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The Value of Repeated Bible Reading
How repeated Bible reading can help you grow in your understanding of God's word.
There is no perfect Bible reading plan. Many Christians try to read through the whole Bible every year, a laudable goal, but sometimes only reading a passage once a year keeps us from really grappling with its message.
My Introduction to Repeated Bible Reading
The summer after I graduated college, I was listening to John MacArthur talk about Bible reading and he said he did not want to be “concordance crippled.” In other words, he wanted to know the Bible, specifically the New Testament, so well that he did not need a concordance to remember where a passage is located.
MacArthur set out to grasp the message of each New Testament book through repeated reading. He read one book of the Bible every day for an entire month. For the longer books like the Gospels and Revelation, he divided them into sections and read each section for an entire month. (If memory serves me correctly, he talks about this approach in How to Get the Most from God’s Word.)
When I was a full-time pastor, I would employ this method when I was preparing to preach through a book of the Bible and found that it gave me a grasp of the book’s message as a whole as well as an appreciation for its details. Using this method, I memorized the book of 1 John without doing a lot of extra memory work on the side. The repeated reading gave me a firm grasp of the book’s flow so that I knew what was coming next as I read.
I abandoned this approach for a while when I took a full-time job and became a bi-vocational pastor. The weekly rhythm of forty hours of work plus sermon preparation was a struggle for me initially, so I stuck with a simple plan for reading the Bible in a year.
This approach started becoming stale, so I developed a new plan for this year–I would finish reading the whole Bible by the end of July so I could devote the last few months of the year to studying smaller chunks of the Bible more closely. (I developed my plan for reading the Bible in seven months using the Bible reading plan generator.)
Darryl Dash’s Plan for Repeated Bible Reading
I was at a bit of a loss for what to start studying, but then I ran across this helpful post from Darryl Dash. In the post, he talks about taking a section of the Bible and reading it every day for 2-3 weeks. The idea is that by reading the same section of Scripture for several weeks, you become familiar with it and see truths or patterns in each reading that you did not catch previously.
Dash got this idea from Nate Pickowicz’s book How to Eat Your Bible. In it, Pickowicz lays out a multi-year plan for reading your Bible this way and getting to know the whole landscape of Scripture. While I don’t think I will employ this method all the time, Pickowicz is on to something here. By reading each section of Scripture for 2-3 weeks and systematically working through the Bible, we will know the Bible better than if we read it sporadically.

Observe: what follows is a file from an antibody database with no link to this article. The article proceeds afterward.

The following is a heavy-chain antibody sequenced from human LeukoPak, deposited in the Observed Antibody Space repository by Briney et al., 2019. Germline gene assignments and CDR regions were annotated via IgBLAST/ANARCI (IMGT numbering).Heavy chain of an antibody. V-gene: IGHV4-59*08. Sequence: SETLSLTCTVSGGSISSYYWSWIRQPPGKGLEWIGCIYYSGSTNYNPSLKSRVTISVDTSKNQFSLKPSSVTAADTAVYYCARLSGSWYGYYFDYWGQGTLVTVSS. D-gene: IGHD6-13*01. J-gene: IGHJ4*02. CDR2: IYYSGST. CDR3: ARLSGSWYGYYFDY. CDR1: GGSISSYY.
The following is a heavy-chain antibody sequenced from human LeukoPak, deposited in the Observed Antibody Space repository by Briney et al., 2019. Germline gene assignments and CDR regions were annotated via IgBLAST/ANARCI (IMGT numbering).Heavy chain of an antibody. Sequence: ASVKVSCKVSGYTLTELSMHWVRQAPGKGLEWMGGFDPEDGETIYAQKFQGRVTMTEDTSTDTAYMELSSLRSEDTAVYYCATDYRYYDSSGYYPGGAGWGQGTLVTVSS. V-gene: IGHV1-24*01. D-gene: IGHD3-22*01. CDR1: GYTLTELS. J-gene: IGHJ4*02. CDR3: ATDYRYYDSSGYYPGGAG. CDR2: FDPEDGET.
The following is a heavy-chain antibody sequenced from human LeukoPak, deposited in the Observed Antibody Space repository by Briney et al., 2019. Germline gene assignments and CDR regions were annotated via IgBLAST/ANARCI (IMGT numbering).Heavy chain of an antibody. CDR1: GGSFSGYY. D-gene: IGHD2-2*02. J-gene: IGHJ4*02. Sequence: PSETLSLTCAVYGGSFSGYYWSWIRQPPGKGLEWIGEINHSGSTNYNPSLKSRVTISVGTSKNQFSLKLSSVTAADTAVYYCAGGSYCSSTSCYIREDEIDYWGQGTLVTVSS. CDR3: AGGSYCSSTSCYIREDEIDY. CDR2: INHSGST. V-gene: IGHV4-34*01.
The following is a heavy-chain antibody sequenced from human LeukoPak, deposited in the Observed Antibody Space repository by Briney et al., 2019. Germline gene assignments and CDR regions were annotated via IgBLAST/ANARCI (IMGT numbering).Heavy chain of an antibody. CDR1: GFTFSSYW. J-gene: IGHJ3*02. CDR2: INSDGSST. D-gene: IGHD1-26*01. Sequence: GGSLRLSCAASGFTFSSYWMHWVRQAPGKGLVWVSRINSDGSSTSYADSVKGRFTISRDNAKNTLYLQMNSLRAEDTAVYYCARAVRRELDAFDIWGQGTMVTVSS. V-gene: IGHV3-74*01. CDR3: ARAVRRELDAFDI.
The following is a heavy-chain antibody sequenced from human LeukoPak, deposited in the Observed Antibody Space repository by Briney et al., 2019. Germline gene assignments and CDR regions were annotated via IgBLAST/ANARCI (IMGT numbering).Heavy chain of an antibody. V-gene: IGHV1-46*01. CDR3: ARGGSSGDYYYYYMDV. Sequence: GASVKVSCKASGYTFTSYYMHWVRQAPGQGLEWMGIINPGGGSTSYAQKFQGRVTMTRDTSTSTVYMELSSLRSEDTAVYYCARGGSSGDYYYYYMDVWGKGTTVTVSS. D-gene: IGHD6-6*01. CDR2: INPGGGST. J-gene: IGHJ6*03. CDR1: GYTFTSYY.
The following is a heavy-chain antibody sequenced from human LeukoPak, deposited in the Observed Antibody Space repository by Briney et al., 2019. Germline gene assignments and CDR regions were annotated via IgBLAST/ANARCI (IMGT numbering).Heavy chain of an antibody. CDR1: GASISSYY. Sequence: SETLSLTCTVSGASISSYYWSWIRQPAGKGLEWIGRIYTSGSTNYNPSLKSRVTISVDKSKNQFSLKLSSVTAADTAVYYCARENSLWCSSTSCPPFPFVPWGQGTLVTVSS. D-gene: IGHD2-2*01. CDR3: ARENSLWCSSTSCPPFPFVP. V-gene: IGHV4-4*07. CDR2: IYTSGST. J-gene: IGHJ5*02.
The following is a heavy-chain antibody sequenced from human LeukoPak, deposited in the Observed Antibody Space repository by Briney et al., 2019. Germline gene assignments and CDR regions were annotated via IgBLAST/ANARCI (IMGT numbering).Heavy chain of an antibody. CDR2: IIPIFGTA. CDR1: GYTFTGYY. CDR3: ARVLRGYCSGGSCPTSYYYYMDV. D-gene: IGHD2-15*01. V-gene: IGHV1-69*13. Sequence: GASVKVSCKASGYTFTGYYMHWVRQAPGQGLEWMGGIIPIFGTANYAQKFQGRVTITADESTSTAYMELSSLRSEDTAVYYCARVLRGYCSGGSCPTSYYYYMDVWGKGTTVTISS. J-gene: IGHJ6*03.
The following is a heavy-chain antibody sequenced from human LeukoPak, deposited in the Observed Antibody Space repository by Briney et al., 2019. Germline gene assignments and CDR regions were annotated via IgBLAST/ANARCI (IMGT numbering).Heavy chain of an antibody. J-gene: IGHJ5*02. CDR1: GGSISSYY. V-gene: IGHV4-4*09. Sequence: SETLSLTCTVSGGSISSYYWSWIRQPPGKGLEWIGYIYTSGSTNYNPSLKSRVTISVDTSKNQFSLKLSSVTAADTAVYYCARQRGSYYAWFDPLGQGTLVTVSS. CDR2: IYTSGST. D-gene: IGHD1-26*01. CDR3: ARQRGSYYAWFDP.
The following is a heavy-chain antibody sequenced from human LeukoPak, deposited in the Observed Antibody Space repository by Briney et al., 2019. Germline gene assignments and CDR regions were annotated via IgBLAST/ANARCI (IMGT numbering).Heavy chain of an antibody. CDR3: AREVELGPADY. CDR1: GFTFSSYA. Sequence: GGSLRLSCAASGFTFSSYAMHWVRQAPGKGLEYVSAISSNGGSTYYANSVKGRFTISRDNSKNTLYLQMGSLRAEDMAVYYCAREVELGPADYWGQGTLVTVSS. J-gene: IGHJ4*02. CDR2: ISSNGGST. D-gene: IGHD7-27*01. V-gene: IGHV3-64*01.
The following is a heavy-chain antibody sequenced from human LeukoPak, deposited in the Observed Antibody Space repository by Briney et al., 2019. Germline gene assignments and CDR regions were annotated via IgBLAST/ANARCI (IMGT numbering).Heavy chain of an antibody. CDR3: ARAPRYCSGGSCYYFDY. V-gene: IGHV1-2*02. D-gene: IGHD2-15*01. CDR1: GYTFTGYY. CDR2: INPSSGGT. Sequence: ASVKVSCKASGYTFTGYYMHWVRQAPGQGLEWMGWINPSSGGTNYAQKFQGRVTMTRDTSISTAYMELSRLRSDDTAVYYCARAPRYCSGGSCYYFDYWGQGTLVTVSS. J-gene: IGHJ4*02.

To me, the most important aspect of Dash’s post was what you do on the last day you read a section. He advises that you go through a write a one-sentence summary of each division in the section you are reading. You might do this by paragraph or by section, but it is a necessity that you do this. There is something about writing that helps us gain a grasp of what we have read. In addition, when you go back and look over what you have written, it refreshes your mind about what is in a passage.
Why Repeated Bible Reading is Valuable
As a bi-vocational pastor, I have found that this method has helped me prepare for sermons in advance. As I was getting ready to preach through a new book of the Bible, I would set aside time to read through the book. As I prepared to preach through Luke 1-6, I took three weeks and read all six chapters each day. (If I had it to do over again, I would have done it over six weeks and only read three chapters a day.) This helped me think through the major themes of Luke as I got ready to preach through it.
This is just one method for reading the Bible, and I think that it is one you would find beneficial. However, the best method for reading the Bible is the one that you will actually use. If you find repeated reading or reading the Bible through in a year to be too laborious, take some time off from these methods and simply read what you want to in the Bible. Alan Jacobs calls this reading according to “whim.” This is not a great way to read the Bible consistently, but it can help to keep your Bible reading fresh.
For Further Reading:
How to Read the Bible for All It’s Worth by Douglas Stuart and Gordon Fee
Knowing Scripture by R.C. Sproul
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